This ordinance was immediately adopted by the unanimous voice of the Convention. The hour when the important event occurred was a quarter before one o'clock. The number of votes was one hundred and sixty-nine. W. F. De Saussure immediately moved that the Convention should march in procession from St. Andrew's Hall,' where they had held their sessions since the 19th, to Institute Hall, and there, at seven o'clock in the evening, in the presence of the constituted authorities of the State and of the people, sign the ordinance. The Governor, both branches of the Legislature, and several clergymen were specially invited to be present at the solemn act-"the great act of deliverance and Liberty."

The cry at once went out:-"The Union is dissolved! The Union is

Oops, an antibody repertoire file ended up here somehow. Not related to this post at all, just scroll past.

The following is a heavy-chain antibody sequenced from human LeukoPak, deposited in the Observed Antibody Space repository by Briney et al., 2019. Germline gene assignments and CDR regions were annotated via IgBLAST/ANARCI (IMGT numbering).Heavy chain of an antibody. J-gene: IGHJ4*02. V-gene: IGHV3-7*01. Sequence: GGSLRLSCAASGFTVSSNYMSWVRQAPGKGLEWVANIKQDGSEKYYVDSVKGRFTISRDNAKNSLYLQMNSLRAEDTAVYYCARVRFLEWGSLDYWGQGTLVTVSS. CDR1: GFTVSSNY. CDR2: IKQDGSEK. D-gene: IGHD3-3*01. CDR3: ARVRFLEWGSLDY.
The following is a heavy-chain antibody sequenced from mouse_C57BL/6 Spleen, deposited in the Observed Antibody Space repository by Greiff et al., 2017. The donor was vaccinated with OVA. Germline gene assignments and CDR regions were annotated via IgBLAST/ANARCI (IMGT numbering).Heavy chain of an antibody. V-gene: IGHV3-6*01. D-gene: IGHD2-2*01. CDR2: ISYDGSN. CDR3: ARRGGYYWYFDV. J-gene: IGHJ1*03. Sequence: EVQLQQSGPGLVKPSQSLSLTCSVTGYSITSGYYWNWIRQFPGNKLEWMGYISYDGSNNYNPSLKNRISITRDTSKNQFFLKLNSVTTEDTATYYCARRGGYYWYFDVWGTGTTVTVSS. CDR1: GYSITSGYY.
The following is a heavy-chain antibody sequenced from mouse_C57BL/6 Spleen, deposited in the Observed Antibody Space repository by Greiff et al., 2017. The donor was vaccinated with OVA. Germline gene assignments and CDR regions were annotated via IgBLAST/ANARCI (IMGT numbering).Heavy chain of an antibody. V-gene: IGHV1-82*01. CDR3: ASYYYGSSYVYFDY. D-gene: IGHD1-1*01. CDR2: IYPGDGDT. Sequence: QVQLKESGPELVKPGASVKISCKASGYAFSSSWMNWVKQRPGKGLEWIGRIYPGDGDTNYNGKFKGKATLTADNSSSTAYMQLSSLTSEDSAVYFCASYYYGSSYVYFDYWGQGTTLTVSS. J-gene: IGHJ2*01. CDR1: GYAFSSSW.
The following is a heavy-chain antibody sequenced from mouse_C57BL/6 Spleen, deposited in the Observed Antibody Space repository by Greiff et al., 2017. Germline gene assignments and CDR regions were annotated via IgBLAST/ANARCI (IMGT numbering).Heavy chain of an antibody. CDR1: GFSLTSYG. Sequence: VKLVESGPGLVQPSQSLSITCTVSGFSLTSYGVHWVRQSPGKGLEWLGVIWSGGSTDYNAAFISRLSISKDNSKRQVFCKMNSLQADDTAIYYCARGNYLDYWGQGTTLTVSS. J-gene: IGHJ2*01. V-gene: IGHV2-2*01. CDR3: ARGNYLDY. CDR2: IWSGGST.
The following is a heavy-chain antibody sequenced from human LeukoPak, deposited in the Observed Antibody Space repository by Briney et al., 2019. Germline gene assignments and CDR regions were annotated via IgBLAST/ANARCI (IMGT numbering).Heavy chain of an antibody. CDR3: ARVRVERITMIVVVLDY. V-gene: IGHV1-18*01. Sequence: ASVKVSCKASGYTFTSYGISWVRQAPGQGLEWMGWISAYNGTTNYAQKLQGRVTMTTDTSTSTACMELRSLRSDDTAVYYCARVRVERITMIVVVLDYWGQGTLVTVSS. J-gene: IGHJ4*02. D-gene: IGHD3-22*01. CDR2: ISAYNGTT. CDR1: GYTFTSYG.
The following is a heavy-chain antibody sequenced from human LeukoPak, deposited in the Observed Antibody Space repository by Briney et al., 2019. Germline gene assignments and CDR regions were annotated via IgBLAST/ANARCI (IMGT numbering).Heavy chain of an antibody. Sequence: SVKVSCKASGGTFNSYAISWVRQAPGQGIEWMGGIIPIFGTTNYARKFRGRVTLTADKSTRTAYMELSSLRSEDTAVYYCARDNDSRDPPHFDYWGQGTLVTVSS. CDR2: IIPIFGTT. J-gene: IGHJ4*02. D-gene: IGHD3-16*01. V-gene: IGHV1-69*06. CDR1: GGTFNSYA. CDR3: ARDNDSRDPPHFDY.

1 See page 23.

1

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REJOICINGS IN CHARLESTON.

An immense crowd in front of the Hall caught up the words with the wildest enthusiasm, and they went from lip to lip, until the whole city was alive with emotion. A placard printed at the Mercury office, half an hour after the vote was taken, bearing a copy of the ordinance, and the words, in large letters, THE UNION IS DISSOLVED! was scattered broad-cast over the town, and diffused universal joy. Groups gathered in many places to hear it read; and from each went up shout after shout, which attested the popular satisfaction. All business was suspended. The streets of Charleston were filled with excited people huzzaing for a Southern Confederacy, and several women made a public display of their so-called patriotism, by appearing on the crowded side-walks with "secession bonnets," the invention of a Northern milliner in Charleston. Small Palmetto flags, with a lone star on each, fluttered with white handkerchiefs out of many a window, and large